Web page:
I made my way back to the river rafting shuttle and back to the rental car. The drive to the next crew station was a bit harrowing. It was late. I was tired. I was on a very very winding road. And, I wasn’t quite sure that I was on the right winding road. I made a right hand turn just guessing that it was where I needed to go. I drove a lot farther than I thought I needed to. Finally, I saw police cars and flashing lights- it was the highway 49 crossing. I found the aid station. I drove past it to the designated parking area. Once I got there I calculated time and thought I would have plenty of time to catch a quick nap in the car. I set my phone alarm for 45 minutes and was out quickly.
I woke up disoriented. I gathered all of my things and made sure I had what I needed to run the last 7 miles with her. It felt strangely chilly out even though it was still in the 80s at around 1:00 am. I got on yet another shuttle bus for the short ride down to the aid station. Once there, I laid out my towel to wait. and wait. and wait. I ended up laying down with my sweatshirt hood over my head and my hands tucked under my body to stay warm. I think I fell asleep for a while. They were calling out numbers of approaching runners a few minutes before they would arrive. Finally I heard the number I was listening for and I popped up and hurried over to the lighted area just as they were crossing the highway. Both of them were in good spirits. Cade said she was eating better and they were in a good rhythm. He was going to keep running. I was a little disappointed I wouldn’t be running, but also a little relieved. I was tired and cold and they would hopefully be done soon. Mile 93.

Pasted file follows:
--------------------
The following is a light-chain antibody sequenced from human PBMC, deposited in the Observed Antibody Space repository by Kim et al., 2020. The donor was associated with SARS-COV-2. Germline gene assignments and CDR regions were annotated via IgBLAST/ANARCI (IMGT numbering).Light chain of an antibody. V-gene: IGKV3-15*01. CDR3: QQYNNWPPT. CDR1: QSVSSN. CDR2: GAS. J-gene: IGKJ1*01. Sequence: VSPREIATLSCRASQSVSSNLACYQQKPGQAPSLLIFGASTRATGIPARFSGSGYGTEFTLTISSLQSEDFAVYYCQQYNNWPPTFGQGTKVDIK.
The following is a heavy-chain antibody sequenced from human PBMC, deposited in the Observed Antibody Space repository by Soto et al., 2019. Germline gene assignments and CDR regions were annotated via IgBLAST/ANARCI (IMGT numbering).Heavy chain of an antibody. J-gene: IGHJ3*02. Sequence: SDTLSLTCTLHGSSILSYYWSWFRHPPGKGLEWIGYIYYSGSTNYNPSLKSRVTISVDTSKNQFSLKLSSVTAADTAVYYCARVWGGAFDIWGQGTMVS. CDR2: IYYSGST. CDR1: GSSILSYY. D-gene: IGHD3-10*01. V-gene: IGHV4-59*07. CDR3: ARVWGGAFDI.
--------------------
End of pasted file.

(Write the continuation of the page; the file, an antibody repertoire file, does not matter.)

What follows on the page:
Once again I gathered up all of the gear and walked back to wait for the shuttle. I got back to the car and realized I left the windows wide open while I was gone. Nothing was missing, thankfully. I drove that dark winding road back towards Aubern and headed to Placer High School where the finish line was set up. I found a great parking spot right next to the Placer High track and walked towards the lights. I’ve seen pictures and video of the finish line, but to actually be there was pretty spectacular. It gave me a new sense of energy and a feeling of excitement.